- The new iPod touch is especially important. Touches are extremely price competitive, they are way cheaper than iPhone when you consider the contracts. Apple makes $500-700 per iPhone (upfront price subsidized by contracts). The Touch with Retina display, two cameras is a steal and rivals can't match the price. Many people who want the features but don't want the expensive phone contracts can get it instead of the iPhone 4

    - The Touch has been called a 'training ground' for users who might later migrate to the iPhone or buy a iPad. Apple has stated one of its competitive advantages in marketing its products is that people are used to the iOS UI. A Touch is a relatively inexpensive way to enter the eco system. Phone contracts might cost over a thousand bucks over time.

    - Every Touch sale ads to marketshare for Apps, Music, Books, movies etc through iTunes. Besides revenue Market share means Developers. IPod Touch adds an additional one third to Apple's iOS users (which is often ignored by analysts collecting market share data). Developers is a key element to a platform thriving. Because of it's strong competitive pricing (see Above) the iPod Touch is Apple's iOS Trojan 'weapon'.

  • Report this Comment On September 09, 2010, at 11:18 AM, RobertC314 wrote:

    Sorry InfoThatHelp - you lost me somewhere in there. I did enjoy this little gem though:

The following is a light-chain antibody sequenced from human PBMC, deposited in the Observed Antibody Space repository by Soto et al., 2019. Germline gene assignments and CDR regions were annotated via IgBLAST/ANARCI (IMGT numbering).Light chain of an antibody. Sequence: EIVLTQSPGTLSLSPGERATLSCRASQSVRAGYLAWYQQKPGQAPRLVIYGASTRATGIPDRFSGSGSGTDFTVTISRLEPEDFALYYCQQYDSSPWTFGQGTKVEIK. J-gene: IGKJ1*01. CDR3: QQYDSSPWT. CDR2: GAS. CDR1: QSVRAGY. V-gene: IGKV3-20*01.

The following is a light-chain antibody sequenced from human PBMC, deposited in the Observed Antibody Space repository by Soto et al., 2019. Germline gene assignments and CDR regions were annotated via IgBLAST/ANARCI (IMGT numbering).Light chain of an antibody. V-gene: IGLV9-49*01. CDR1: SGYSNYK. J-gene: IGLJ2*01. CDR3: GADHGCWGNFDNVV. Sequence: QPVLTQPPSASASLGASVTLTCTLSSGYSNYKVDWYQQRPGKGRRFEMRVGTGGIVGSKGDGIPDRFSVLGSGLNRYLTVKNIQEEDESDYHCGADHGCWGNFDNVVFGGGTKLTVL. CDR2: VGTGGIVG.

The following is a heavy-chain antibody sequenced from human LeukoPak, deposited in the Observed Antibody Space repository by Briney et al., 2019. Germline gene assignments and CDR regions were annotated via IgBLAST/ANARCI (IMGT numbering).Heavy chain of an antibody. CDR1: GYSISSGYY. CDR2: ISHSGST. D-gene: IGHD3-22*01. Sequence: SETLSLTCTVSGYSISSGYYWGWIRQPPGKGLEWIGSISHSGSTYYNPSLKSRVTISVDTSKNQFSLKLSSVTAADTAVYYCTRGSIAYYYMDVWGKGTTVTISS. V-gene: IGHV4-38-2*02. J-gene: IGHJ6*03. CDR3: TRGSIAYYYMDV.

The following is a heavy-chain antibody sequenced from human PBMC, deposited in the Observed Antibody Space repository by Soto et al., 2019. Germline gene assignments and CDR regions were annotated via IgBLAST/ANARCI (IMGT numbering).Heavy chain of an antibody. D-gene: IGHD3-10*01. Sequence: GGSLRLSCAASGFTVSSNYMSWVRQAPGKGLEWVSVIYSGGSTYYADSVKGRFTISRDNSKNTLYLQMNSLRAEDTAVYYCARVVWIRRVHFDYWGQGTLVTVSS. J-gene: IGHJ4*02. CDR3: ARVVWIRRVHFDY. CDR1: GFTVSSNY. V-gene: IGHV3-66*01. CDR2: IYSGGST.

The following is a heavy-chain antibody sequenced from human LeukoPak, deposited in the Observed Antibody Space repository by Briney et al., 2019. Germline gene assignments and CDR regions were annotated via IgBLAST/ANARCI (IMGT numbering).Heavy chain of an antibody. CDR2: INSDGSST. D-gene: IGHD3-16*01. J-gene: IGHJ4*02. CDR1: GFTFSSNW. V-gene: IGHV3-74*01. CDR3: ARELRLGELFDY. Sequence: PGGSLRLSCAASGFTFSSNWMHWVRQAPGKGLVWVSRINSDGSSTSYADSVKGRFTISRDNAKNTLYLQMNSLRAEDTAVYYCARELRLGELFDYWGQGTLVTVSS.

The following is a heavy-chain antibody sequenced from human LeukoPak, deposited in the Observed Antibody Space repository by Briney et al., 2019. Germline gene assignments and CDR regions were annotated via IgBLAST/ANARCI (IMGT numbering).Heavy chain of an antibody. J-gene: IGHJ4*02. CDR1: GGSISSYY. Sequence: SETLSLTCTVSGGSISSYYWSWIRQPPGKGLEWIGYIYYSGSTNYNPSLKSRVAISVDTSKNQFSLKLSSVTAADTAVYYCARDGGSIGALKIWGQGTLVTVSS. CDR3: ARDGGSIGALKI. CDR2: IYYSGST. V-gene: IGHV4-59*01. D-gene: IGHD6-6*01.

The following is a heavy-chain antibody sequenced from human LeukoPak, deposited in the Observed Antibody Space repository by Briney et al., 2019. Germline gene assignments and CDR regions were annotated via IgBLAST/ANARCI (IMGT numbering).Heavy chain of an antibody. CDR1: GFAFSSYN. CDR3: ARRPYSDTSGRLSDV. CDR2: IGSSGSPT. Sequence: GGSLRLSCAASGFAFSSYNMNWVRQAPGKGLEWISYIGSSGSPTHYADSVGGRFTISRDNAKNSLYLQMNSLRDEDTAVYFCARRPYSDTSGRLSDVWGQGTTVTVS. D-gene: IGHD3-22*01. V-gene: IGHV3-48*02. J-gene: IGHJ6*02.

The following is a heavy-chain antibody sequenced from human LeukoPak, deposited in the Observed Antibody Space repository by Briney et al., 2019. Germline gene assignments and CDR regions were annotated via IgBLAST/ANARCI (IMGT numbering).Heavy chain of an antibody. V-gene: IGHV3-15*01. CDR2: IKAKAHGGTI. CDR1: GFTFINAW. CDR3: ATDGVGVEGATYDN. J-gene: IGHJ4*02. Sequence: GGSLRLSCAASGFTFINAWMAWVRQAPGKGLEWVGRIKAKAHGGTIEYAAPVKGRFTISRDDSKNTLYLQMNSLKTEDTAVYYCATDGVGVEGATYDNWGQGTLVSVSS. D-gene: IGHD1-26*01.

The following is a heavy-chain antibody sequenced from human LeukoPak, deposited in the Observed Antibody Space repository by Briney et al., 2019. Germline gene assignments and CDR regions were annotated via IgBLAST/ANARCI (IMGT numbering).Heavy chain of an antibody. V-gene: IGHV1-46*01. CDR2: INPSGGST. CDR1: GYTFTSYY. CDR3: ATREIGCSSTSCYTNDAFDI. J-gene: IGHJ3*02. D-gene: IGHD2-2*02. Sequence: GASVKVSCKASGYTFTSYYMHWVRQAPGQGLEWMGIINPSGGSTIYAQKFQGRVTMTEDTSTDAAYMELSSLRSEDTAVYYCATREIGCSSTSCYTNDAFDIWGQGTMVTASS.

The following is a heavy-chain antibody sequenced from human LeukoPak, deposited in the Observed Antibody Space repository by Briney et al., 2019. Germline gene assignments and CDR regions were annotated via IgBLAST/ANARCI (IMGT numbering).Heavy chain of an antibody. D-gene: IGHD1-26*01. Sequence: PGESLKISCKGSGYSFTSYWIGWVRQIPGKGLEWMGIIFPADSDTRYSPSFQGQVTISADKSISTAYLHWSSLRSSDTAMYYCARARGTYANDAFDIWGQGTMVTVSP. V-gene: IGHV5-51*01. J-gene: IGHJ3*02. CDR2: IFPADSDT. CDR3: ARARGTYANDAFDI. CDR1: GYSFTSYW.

"Sonic booms from outer space escape our ears all the time"

    Physics say what?

    Anyway, does anyone really see a significant benefit to a new iPod touch? The list of upgrades from the current generation is really not particularly compelling: Higher resolution display and a front-facing camera?

    I do think a big upgrade would be a micro-SIMM. However, combine that with a VoIP app (either "approved" or jailbroken) and what incentive is there to buy an iPhone? They will end their exclusivity with AT&T well before that ever happens.

  • Report this Comment On September 12, 2010, at 3:57 AM, PapayaChunks wrote:

    ey Mr. Market, why so down on Apple? The iPod business is fully matured. The iPhone is losing inventory to similar devices. MacWorld was missing its usual superstar prospect. I tell you what, take this news and know that Apple has historically done its best when sentiment is low. Steve Jobs & Co. is my favorite IT pick for 2008. The downside has opened up value in the stock, and I feel they have bottomed!

    Looking further into the concerning issues. The iPhone was selling less because of Apple's push into the new iPod Touch, the analysts at Needham noted that "Apple would have sold close to four million iPhones in its absence." Add this to the fact that an estimated 25%-30% of iPhones were "unlocked" from AT&T, a number that actually benefits AAPL through the carrier's headache. While iPod sales were slowed, I feel that the mp3 device is merely in a transitioning phase, and interesting opportunities are now raised in mobile technology.

    I feel that AAPL may be a recession resistor. Mac business is healthier than ever, and single-handily offset losses in iPods. Investors are punishing high-end firms like Apple for any disappointments. The stock is 35% off its highs, trading at a premium 24-times-earnings compared to its peer's 32x and has a PEG of 0.7x. They've got the free cash flow we love ($6.78/share est. 2008) and its business segments have never looked healthier. People are hating on this company for no reason. As Warren Buffet puts it: "Be fearful when others are greedy, and greedy only when others are fearful."